At six months old, Ava was about to be flown to Augusta for more tests, and her mother was mentally preparing herself for a lifetime of caring for a developmentally disabled child.

"It was very overwhelming," said Young. "I remember many nights sitting at home crying. If I had know how it would all turn out, I would have saved myself a lot of tears. You realize how priceless life is, knowing what you have to lose."

But then one day, Young was feeding the baby at her mother's home.

"I was holding her and my mom looked over my shoulder and said, 'I think she's looking at you,'" she said. "But I didn't want to get my hopes or her hopes up, so I said, 'Mama, please don't say that.'"

In a matter of days, Ava responded even further. "She began coming around and noticing and smiling," said Young. "I called the pediatrician and said, 'Something's going on here.'"

Dr. Ari Brown, an Austin, Texas, pediatrician and author of Baby 411, said she is not familiar with the specifics of Ava's story, but premature babies can lag behind, then catch up to their full-term peers.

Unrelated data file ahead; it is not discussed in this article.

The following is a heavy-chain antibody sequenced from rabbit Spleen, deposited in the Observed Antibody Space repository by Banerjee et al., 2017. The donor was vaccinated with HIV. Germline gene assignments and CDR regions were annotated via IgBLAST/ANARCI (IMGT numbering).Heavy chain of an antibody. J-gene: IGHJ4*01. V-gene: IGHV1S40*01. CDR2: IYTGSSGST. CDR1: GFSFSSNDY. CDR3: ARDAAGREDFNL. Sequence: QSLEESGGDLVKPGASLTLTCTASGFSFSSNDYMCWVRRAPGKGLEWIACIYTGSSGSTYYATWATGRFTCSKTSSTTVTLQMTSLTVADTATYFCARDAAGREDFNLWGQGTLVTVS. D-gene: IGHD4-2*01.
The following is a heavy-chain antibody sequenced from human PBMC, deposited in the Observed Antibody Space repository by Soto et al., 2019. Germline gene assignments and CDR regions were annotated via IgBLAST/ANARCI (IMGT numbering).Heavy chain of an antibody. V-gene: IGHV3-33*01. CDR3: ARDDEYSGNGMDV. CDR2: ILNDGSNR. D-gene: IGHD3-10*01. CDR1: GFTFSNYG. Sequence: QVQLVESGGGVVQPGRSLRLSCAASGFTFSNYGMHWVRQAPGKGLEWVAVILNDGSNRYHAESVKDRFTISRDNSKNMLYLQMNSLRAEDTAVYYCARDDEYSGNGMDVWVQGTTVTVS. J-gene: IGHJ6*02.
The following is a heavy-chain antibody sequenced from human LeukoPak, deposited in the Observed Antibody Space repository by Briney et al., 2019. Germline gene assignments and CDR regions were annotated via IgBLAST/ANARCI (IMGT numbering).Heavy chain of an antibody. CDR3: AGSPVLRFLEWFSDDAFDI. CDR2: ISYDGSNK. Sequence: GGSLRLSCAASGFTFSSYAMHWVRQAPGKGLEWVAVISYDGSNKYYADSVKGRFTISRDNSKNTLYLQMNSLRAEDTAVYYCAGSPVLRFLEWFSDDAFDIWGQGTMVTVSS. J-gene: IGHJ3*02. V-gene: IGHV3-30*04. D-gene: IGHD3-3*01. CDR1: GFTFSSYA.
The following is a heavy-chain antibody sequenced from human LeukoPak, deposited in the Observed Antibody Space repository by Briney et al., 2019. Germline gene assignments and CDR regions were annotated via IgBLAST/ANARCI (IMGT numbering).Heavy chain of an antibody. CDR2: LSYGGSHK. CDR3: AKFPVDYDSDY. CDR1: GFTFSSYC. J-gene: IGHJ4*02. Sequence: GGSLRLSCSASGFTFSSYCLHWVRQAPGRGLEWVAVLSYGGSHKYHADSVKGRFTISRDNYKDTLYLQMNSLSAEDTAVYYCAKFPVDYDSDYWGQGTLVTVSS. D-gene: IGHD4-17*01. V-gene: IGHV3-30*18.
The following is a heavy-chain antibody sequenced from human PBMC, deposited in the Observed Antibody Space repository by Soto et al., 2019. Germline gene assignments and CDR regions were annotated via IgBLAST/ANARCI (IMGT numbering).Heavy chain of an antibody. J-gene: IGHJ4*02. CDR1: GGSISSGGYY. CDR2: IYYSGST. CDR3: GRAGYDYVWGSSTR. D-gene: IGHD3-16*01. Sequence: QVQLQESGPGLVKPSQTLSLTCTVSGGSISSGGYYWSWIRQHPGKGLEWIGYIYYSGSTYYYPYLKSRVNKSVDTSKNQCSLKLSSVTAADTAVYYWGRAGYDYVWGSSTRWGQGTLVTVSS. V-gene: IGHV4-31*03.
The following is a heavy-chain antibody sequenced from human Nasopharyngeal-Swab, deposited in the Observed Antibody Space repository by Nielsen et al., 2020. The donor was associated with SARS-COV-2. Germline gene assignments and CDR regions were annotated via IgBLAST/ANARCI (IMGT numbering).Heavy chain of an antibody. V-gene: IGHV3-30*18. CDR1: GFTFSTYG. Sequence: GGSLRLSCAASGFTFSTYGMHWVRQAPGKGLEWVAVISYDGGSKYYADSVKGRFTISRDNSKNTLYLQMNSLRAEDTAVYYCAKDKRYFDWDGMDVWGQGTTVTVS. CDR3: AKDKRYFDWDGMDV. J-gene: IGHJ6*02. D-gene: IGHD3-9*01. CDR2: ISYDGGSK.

"It can be hard to know what the future holds," she said. "But I take an optimistic view – lots of kids do great."

Still, Brown recommends that the Youngs keep a watchful eye on Ava for learning disabilities. Early intervention therapies are also important for those children who are born prematurely.

"Sometimes we do see more subtle things and they can be important over time," she said. "She might not be totally out of the woods.... But I have seen kids who had kind of a rocky start and end up achieving many more milestones than we would have thought."

As for Ava's doctors, they couldn't explain her recovery. But her mother, a practicing Baptist, could.

"We prayed all the time, the whole community," she said. "Everybody knew our story and was upset. A prayer circle got together and continued to pray. That's what helped her through it."

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Copyright 2012 ABC News Radio


Girl with Dwarfism Competes on "Toddlers & Tiaras"

Hemera/Thinkstock(NEW YORK) -- She's only eight, but Lacey-Mae Mason is already a beauty pageant veteran.  She competed in her first one when she was 14 months old.